Although evidence-based policing (EBP) has emerged in Europe, Australasia and the Americas, its level of implementation has received little scrutiny. Using a questionnaire completed by 625 police staff employed by a major UK police force, this study examines how police employees both view and use evidence-based practice. The study found that although the term EBP was recognized widely, its use was less apparent. The findings specifically distinguished lower ranked officers from senior police officers, and discriminated between warranted (sworn) officers and non-warranted (unsworn) civilian staff. It showed that lower ranking officers (constables) were more likely to value experience over academic evidence and collaboration, whereas senior ranks were much more likely to embrace EBP principles. Further, civilian staff were less likely to view new ideas as a ‘fad’ and be more open to research experimentation and evaluation, albeit they had fewer internal avenues to pursue professional development. In summary, it is argued that to develop an environment in which EBP can thrive, explicit implementation plans that consider issues such as organizational culture, are helpful.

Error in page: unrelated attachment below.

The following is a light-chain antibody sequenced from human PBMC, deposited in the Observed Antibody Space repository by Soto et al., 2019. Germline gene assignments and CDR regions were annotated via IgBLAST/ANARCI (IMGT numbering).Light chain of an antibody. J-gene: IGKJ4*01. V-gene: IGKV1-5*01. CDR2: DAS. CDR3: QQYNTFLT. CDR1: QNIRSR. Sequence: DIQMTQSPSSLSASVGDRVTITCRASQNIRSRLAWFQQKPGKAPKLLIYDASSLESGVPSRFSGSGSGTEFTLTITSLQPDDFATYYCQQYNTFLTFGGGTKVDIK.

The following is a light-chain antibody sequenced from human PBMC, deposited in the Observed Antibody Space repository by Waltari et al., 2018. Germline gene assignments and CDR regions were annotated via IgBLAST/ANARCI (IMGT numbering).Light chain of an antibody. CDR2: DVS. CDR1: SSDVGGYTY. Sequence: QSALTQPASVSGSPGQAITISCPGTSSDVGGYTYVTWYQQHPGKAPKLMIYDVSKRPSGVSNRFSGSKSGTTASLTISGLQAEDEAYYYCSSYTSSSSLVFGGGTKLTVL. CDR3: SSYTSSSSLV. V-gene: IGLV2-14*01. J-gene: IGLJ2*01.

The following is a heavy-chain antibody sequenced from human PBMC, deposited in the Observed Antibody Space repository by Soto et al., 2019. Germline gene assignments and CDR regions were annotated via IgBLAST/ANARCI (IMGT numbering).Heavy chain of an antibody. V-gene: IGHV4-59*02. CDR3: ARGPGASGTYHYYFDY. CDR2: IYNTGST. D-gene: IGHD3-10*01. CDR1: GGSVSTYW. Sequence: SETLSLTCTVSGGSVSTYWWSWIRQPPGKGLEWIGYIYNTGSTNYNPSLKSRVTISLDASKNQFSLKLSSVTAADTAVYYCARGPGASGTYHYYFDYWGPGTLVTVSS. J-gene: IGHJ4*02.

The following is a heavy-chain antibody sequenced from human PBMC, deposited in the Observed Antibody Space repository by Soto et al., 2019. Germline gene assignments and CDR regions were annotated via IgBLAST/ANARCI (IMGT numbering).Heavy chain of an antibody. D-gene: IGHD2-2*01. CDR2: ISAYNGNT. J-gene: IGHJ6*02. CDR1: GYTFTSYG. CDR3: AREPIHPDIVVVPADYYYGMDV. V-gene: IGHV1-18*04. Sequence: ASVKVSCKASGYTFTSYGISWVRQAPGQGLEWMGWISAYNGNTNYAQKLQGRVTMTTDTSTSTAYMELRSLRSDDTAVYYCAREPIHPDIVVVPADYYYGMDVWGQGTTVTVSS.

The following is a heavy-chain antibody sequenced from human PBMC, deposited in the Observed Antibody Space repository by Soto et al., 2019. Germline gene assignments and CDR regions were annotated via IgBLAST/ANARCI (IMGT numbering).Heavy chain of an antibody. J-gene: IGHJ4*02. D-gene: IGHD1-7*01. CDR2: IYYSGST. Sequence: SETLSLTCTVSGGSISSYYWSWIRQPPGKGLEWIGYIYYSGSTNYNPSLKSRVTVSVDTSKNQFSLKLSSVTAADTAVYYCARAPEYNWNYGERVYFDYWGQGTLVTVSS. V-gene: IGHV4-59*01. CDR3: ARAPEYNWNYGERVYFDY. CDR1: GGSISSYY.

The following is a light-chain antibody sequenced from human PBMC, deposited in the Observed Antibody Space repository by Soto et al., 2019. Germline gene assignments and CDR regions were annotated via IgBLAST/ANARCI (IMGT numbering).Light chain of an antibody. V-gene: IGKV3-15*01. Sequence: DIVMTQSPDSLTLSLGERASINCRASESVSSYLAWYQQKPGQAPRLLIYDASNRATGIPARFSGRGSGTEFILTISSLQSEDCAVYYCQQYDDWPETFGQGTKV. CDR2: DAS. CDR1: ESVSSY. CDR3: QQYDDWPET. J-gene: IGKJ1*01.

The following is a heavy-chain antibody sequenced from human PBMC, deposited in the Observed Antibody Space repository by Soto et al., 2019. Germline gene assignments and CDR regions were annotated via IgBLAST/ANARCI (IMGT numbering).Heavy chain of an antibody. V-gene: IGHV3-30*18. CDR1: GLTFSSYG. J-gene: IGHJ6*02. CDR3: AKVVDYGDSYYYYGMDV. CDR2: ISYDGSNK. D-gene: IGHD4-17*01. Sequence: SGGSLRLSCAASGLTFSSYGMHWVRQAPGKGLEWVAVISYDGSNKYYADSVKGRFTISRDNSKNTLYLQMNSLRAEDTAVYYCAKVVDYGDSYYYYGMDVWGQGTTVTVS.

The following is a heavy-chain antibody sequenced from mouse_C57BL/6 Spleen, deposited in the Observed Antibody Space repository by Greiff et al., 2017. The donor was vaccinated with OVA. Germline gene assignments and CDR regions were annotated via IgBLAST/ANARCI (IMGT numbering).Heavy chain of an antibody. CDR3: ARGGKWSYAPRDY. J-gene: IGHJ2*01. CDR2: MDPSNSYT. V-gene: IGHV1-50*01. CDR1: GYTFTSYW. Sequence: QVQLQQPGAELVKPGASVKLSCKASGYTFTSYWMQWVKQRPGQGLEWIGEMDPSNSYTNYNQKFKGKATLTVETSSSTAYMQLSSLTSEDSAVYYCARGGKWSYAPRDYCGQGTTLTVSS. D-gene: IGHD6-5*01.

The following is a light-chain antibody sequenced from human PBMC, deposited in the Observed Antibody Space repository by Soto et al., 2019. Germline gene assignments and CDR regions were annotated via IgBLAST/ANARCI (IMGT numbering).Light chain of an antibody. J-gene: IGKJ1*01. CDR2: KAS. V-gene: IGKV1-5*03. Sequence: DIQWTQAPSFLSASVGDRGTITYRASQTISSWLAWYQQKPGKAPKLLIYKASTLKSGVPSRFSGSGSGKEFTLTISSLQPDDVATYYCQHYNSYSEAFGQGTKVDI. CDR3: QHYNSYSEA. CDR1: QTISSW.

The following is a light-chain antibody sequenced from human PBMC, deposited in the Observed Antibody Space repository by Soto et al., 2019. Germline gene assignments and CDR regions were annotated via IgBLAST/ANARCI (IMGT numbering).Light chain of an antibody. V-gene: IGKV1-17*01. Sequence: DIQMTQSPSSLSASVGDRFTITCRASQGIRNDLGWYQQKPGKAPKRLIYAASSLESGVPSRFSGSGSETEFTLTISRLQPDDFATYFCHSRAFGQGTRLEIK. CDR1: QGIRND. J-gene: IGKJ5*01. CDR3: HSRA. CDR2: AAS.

|International Journal of Police Science and Management
|Published - 1 Apr 2019
- evidence-based policing
- police organizational culture
- police survey